"In more primitive ages, when a just and peaceful society was in fact not possible, it had been fairly easy to believe it. The idea of an earthly paradise in which men should live together in a state of brotherhood, without laws and without brute labour, had haunted the human imagination for thousands of years... But by the fourth decade of the twentieth century all the main currents of political thought were authoritarian. The earthly paradise had been discredited at exactly the moment when it became realizable.”


message 31: by Steven (new)

Steven Moore Matthew,
Utopia is in the eyes of the beholder. It's said in the Declaration that "...all men are created equal...," which, besides being a sexist statement, is never true but carried to extremes in Brave New World's utopia. The pigs probably put it better, acknowledging that all animals are created equal, but some are more equal than others, but the whole communist movement painted all their solutions as utopian to sway their followers.
Utopia is too often dystopia in sheep's clothing. I don't want all persons to be equal--how boring would that be, especially if it takes soma to achieve it? I want all persons to have equal opportunity to achieve their full potential and care about those who "fall through the cracks," because any human society will have flaws.
Unlike Orwell in the quote above, I don't think an "earthly paradise" has ever been realizable, and the chances that it will happen, however defined, is becoming less likely as the decades go by.
And that creates another question: is reaching a dystopian or post-apocalyptic situation a slow or speedy process? I claim it can be slow, but that doesn't fit well into one slim novel of fiction. ;-)
r/Steve


message 32: by Vance (new)

Vance Huxley | 63 comments Steven wrote: "Everyone,
I wrote a post on dystopian and post-apocalyptic fiction yesterday on my blog. A summary: it can be the good, the bad, or the ugly (generally speaking, the "ors" are exclusive). We start ..."


True about the good, bad or ugly, but even then we have ugly (earth destroyed) with good (some few dragged off to durance vile, or as slaves, or escape as pirates....) Maybe some bad - are these survivors, warped over time, or new tenants, aliens?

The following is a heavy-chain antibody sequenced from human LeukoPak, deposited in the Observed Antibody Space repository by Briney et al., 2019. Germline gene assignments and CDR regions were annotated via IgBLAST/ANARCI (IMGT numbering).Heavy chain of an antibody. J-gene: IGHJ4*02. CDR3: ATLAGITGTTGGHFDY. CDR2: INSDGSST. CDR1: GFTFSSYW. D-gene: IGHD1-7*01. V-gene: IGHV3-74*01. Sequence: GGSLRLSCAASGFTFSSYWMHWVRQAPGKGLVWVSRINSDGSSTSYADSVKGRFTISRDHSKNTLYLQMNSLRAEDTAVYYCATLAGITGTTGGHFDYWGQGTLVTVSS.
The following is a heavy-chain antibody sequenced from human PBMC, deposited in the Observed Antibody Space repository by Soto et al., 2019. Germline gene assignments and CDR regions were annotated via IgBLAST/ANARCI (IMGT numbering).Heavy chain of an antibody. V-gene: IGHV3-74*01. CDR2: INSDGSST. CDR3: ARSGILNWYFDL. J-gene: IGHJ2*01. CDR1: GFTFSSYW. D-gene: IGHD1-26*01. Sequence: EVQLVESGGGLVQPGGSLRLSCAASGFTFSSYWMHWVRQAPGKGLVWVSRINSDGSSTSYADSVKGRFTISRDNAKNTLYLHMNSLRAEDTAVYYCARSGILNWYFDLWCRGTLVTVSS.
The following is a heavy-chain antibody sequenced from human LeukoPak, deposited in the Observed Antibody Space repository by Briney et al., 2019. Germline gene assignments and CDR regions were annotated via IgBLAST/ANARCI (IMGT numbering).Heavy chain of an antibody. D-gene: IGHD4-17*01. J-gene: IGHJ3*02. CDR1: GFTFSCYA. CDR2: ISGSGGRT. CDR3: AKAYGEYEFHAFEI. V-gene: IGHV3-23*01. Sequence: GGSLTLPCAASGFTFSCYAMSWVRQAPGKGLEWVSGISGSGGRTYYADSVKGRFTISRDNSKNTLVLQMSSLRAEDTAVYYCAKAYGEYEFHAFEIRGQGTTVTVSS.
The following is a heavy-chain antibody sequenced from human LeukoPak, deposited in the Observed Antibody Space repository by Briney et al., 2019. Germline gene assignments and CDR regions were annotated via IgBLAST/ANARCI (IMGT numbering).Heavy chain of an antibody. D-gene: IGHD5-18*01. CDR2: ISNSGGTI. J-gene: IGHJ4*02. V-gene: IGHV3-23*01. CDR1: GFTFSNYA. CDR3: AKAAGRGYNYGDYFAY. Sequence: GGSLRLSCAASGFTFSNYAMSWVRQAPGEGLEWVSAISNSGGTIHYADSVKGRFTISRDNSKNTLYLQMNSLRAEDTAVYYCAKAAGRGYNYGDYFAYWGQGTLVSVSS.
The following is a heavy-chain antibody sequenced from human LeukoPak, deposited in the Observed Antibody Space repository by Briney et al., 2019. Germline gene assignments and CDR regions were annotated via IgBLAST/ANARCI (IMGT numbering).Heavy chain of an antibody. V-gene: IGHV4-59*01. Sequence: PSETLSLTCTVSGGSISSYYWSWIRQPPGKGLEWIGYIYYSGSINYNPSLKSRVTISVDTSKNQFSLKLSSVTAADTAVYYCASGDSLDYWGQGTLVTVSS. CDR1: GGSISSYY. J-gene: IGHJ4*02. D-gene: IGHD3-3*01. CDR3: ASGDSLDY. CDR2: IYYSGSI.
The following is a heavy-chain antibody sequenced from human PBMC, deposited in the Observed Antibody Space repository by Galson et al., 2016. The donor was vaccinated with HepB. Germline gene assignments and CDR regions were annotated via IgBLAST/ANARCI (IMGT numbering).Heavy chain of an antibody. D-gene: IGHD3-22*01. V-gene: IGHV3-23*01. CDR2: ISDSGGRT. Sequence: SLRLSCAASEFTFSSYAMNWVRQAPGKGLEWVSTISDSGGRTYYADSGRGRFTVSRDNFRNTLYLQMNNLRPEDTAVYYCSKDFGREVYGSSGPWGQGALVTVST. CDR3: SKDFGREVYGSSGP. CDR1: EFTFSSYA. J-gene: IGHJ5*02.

Maybe that is part of the appeal, think of the worst that can happen, then try to find a glimmer of light?

Steven, that slow process works for post-apocalyptic as long as the apocalypse isn't documented straight off. I've got a couple simmering which are a long, long way after the apocalypse, long enough to forget it happened but there are hints in the story (make it a more or less complete story then if they work, more books and the slow reveal )

The trouble with utopian is that there are always barbarians - and sometimes they are the ones who think they are bringing utopia. Barbarians can be outside the walls, within the citadel (intelligentsia or disaffected) or manning the walls.
Utopian is pre-apocalypse, so should be part of dystopian in my humble opinion. (To help my head because there are too many genres :)


message 33: by Joanne (new)

Joanne I like Dystopian books but I like books that take place in a world where we survive though we struggle with the environmental disasters that happened. I really enjoyed Walking Dead graphic novels until they got too gross for me. I like them because the human race survives against odds and learns to work together.


message 34: by Matthew (last edited Nov 25, 2016 12:50PM) (new)

Matthew Williams (houseofwilliams) Steven wrote: "Matthew,
Utopia is in the eyes of the beholder. It's said in the Declaration that "...all men are created equal...," which, besides being a sexist statement, is never true but carried to extremes i..."


Of course it is. And what seems utopian, or dedicated to that end, can turn on a dime. And the promise of utopianism is often just a ruse by those who are looking to recreate society in their own image. Hence why I said they are interrelated.

But Orwell wasn't saying an earthly paradise was possible, he was saying that true human equality was becoming a reality by the early 20th century. And this, he claims, was what motivated the rise of totalitarian philosophies in the 20th century. They emerged as movements designed to discredit equality when humanity was on the very edge of realizing it.

Also, I disagree that we are getting farther away from such a possibility. If anything, humanity as a whole is moving closer to equality than at any time in the past 300 years. Despite the recent election results and the set-backs of movements like Brexit - not to mention the enduring threat of Climate Change - things like extreme poverty, illiteracy, and totalitarian dictatorships are all in decline.